I think that it is all aikido.


10-04-2002, 09:19 AM
Can I assume that the issue of black and blue marks (bruises?) involve the lack of blending when receiving uke's attack (in the form of a yokomen, shomen, tsuki, etc)?

I think blending is too vague to really describe the problem. I would like to think that nage blends with uke through out the entire technique. So how about timing? Would this be the central issue then? Timing nage's "response" to uke's "initiation." Or ideally, timing so the distinction between initiation and response becomes quite blurred.

So, to use the example of yokomen-uchi or shomen-uchi shihonage, one of the keys to blending is to be able to match uke's timing (at least as close as possible.) I suppose there will be a certain degree of "clashing" as nage is intercepting the attack at an oblique vs. directly in-line.

At the end of the day though, if there are black and blue marks resulting from practice, then maybe it is time to slow down and allow easier practice of timing.

With regards to sticky hands (as in tai chi), I think that this involves some degree of contraction to meet your partner's energy, then joining with the energy. Would this contraction be too opposed to aikido's idea of extension?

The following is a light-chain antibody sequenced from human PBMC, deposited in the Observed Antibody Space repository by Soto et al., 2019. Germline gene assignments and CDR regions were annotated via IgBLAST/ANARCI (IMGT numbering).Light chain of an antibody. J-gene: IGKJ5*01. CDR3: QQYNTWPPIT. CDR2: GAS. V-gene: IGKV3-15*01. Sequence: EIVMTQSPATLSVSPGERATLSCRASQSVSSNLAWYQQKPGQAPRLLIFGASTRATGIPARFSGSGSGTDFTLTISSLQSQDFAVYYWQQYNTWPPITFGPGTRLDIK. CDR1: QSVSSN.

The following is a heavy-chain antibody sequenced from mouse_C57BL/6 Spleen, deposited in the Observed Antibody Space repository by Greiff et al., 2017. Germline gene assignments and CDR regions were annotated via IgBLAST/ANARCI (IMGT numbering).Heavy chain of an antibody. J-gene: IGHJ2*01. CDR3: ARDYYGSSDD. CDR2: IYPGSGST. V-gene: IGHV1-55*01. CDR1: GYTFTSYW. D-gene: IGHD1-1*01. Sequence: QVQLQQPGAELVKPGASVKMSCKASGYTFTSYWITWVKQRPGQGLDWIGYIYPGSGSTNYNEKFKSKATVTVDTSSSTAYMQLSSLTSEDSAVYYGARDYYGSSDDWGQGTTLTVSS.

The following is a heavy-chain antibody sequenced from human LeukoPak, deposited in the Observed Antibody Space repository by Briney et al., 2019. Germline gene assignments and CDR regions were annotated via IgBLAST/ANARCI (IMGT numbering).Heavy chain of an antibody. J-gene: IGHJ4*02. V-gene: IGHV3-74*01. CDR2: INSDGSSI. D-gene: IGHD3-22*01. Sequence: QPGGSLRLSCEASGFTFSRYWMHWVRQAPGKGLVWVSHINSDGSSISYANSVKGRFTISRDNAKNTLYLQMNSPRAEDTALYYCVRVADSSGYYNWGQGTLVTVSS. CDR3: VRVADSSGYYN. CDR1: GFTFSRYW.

Bruce Baker
10-05-2002, 04:05 PM
Very few people have not pushed a merry-go-round, or a person on a swing in which the goal is to blend with the movement and enhance it to continue or increase the motion. Blending? Absolutely!

Then we have the not so pretty effect of ball games ... baseball, foot ball, golf, soccer (world football) all use strength to effect bounce with a kick, or impact of some sort.

Not including hand throws, of course, the difference of impact should be considered in the same manner that the clashing of force will present black and blue marks, while the blending and redirecting the motion will not leave marks upon your training partner ... not including bad ukemi and crash landing on or off the mat.

No matter what you think about the martial aspect of practicing Aikido, you must practice ways that will enhance your ability to see motion, slow it down so that your movements become that of pushing the swing, or pushing the merry-go-round.

With this type of thinking, the clashing and the bouncing will be kept to a minimum ... as will be your injurys.

I am sure when you look in the mirror the statement,"Gee ... what door did you run into last night?" will be a thing of the past, as will the aches and pains from black and blue injurys as you learn to blend, not bounce.

(Today, all the guys over forty were in class because the tough young guys have tried to tough out injurys from bad falls etc were hurtin' pretty bad, and I thought it was pretty funny. Simply because I did the same thing at their age, and the advice of all the old guys never sinks in until you learn the hard way, as most of us do.)